4. The existing COENG encoding model should be maintained for the scope in which it provides a consistent and workable solution.
    1. It is acknowledged that the COENG encoding model does require additional size for storing documents.
    2. It is acknowledged that the COENG encoding model may have slightly slower performance for sorting and rendering text.
    3. It is acknowledged that some people view the COENG encoding model as a foreign convention that is being forced on the modern Khmer language users. It is also acknowledged that some people may view the COENG model as something that is a cultural assault on them as Cambodians.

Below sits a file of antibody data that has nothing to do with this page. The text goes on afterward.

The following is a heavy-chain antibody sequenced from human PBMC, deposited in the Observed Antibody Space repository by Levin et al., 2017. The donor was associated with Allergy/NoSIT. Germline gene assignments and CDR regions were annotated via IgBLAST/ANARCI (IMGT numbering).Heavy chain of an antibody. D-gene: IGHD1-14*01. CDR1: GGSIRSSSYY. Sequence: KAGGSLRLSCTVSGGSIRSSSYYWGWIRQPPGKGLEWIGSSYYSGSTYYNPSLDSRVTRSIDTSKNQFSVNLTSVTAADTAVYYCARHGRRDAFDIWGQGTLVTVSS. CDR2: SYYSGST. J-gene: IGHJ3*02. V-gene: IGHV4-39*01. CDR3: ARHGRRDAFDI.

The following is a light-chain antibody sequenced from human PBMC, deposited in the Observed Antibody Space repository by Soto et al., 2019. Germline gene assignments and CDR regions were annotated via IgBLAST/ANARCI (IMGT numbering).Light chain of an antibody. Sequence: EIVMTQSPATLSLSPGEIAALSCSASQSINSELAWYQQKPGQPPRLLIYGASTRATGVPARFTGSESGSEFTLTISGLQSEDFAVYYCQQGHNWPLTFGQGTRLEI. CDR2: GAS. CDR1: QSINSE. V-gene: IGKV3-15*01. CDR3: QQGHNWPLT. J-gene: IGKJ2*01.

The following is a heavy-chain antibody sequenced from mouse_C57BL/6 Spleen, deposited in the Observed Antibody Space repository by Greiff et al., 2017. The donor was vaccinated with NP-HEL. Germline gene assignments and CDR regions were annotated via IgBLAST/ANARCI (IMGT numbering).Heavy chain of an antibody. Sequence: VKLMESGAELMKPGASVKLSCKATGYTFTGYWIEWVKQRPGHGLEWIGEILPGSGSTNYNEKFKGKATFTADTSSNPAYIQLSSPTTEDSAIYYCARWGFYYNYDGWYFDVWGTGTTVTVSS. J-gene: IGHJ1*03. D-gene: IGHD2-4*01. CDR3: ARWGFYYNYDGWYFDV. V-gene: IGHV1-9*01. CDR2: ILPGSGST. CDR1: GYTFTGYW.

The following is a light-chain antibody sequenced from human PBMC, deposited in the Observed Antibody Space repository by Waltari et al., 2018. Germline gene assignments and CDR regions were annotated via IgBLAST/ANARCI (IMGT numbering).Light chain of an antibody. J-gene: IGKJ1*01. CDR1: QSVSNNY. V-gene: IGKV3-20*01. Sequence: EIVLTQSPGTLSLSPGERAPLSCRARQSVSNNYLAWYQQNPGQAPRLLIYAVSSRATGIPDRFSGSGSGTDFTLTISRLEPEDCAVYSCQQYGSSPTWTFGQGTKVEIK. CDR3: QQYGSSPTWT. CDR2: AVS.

4. After reflecting on the issue and weighing out the pros and cons, it seems that items a. and b. above are not significant enough issues to require a change to the COENG encoding model. The costs of moving from the COENG encoding model to an encoded subscript model are: 1) the necessity of invalidating all existing Khmer Unicode data and implementations, 2) the necessity of deprecating the COENG character, 3) adding all of the subscript characters, and 4) most critical the change would introduce a destabilizing factor into the ISO and Unicode standards because others would view this as a precedent to change other areas as well.
    5. The COENG + KA combination is exactly the same as explicitly encoding the COENG KA subscript form. In any place the proposed replacement encoding represents and uses the encoded subscript form of a letter, it is equal to use the existing Khmer Unicode standard to represent the subscript by COENG + the base character from which that subscript form is derived.